Early in their history the Romans adopted the system of contracting out the task of tax collection. The person who was awarded the contract agreed to pay a certain amount into the treasury ("in publicum"). The group thus received the name of "publicani." They were able to extort much more from the people than they had contracted to pay to the treasury, and thus they earned the general reputation of being greedy and venal.
As a matter of course, the tax collectors overcharged wherever they could (Luke 3.13). They often brought false smuggling charges against someone to secure bribes that would then cover up the accusation (Luke 19.8). Although the chief tax collectors were Roman, they hired local people to administer the program throughout the empire. All the tax collectors mentioned in the Gospels are Jewish.
Jewish tax collectors were doubly despised by the religious leaders. First, their trade was dishonest and parasitic; the tax collectors profited from cheating their own people. And second, the tax collectors were in daily, intimate contact with the Gentile occupation government. This rendered the tax collectors ceremonially unclean. Such uncleanness was not of the inadvertent kind but was deliberate and systematic. Tax collectors were, therefore, considered to be religiously defiled traitors who furthered the fortunes of the oppressor out of the pockets of God's people.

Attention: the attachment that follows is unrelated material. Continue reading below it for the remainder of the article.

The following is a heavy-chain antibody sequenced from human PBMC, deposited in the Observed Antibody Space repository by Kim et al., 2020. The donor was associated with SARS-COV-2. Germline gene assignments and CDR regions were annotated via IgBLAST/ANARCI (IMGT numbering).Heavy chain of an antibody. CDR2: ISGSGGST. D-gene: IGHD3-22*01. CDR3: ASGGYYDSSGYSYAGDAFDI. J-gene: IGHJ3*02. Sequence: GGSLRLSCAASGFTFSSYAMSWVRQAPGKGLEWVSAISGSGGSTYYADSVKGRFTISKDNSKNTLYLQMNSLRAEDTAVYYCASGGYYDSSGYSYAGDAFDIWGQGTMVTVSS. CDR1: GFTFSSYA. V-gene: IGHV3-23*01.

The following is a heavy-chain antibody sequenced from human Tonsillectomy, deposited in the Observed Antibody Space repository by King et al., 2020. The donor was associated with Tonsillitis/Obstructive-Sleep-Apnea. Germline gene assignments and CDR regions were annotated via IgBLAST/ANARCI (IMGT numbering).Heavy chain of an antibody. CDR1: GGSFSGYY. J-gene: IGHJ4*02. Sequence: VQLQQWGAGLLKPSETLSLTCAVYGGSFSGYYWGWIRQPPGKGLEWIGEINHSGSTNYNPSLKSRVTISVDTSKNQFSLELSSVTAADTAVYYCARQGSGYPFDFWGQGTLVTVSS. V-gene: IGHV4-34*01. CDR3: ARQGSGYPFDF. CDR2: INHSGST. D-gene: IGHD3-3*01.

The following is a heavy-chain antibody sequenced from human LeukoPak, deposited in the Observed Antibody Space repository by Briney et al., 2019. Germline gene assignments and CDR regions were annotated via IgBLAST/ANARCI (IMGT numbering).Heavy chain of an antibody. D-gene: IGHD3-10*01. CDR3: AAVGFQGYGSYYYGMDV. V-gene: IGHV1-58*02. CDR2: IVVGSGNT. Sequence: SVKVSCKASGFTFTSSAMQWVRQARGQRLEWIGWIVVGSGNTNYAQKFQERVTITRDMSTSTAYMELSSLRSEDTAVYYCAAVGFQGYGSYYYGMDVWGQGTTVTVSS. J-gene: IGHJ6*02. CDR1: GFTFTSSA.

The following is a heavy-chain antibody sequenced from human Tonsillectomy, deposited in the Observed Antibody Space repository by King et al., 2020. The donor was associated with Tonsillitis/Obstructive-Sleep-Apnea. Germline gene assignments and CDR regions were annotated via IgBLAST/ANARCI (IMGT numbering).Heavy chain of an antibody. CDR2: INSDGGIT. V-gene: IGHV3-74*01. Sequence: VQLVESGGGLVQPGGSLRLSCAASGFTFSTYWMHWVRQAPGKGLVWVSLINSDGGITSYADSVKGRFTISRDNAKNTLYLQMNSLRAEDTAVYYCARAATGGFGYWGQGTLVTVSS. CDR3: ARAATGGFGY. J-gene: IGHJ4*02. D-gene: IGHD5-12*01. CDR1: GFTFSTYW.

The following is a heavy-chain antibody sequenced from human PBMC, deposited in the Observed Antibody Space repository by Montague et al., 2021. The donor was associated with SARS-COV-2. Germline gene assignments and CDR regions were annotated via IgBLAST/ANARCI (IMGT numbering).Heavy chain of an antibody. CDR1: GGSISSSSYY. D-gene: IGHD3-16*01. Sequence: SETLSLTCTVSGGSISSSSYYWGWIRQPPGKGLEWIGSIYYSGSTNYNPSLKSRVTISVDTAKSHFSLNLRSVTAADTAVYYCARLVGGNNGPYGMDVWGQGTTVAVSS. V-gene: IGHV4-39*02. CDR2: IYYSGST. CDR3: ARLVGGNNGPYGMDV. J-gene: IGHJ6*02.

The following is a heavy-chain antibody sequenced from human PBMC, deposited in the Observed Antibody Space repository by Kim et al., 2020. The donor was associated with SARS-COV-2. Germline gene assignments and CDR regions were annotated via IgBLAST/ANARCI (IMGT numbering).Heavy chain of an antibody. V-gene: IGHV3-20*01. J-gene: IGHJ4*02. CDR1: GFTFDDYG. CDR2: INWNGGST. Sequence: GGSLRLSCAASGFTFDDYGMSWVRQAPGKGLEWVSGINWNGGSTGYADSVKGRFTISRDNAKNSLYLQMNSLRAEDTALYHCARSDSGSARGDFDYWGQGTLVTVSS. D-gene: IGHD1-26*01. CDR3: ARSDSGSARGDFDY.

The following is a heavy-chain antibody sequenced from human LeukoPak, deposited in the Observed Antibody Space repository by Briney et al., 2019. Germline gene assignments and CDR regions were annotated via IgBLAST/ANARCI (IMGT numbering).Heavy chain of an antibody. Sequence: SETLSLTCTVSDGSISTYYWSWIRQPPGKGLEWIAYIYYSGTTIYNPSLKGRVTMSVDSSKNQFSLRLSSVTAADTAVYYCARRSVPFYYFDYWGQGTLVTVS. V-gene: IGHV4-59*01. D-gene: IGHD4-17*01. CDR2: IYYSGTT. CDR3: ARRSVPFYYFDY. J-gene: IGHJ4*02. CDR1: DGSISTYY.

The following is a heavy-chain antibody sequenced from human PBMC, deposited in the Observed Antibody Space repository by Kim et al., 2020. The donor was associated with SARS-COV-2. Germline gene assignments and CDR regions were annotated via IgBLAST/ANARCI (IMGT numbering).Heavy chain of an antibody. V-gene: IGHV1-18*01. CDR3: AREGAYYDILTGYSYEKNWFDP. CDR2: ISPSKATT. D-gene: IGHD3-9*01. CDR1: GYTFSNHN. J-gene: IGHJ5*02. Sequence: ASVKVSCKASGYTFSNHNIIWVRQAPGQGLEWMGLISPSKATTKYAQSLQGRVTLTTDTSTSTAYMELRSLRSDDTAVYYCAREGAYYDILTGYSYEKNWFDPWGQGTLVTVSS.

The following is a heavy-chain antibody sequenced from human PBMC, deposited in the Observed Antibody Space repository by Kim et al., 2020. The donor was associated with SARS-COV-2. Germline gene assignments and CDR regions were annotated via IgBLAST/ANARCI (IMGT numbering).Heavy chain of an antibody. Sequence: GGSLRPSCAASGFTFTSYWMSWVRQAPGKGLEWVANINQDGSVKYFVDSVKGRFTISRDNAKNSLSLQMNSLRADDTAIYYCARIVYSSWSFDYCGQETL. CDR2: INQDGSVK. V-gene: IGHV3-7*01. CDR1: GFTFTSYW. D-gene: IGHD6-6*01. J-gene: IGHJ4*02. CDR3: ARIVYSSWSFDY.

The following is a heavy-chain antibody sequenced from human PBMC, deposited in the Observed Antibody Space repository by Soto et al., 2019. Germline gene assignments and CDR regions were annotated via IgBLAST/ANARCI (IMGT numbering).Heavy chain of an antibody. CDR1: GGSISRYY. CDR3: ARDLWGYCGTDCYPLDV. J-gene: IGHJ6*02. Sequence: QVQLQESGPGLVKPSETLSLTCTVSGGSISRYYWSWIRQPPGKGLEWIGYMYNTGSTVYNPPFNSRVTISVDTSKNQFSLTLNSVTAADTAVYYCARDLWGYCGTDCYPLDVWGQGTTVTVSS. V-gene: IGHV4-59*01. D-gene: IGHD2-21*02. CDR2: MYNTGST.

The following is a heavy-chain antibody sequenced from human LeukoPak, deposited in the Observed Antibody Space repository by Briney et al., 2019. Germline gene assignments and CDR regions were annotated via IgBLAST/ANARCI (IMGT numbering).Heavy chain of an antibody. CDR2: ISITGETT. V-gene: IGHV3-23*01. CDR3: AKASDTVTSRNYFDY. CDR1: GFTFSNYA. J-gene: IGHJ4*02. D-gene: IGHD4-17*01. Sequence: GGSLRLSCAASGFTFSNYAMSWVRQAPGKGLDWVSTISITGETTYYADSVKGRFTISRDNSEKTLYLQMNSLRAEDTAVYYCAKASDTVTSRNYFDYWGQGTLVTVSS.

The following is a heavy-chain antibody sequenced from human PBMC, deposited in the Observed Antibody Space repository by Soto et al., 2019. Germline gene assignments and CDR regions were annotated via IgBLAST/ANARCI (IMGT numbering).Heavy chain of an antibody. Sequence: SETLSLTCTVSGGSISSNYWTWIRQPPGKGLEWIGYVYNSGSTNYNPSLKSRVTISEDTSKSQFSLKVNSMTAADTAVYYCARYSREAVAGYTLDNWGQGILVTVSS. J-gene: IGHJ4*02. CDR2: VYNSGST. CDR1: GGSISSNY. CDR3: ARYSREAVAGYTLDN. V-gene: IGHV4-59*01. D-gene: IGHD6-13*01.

The experts taught that anyone who ate with a tax collector defiled himself They lumped tax collectors and sinners together as people who were wholly unacceptable as associates. Some of John the Baptist's disciples were tax collectors, as were some of Jesus' earliest followers. Matthew collected the taxes for the city of Capernaum. Jesus often dined with tax colletors and their friends, to the dismay of the religious leaders. Zacchaeus, a subcontractor for the taxes of Jericho, had many tax collectors working for him.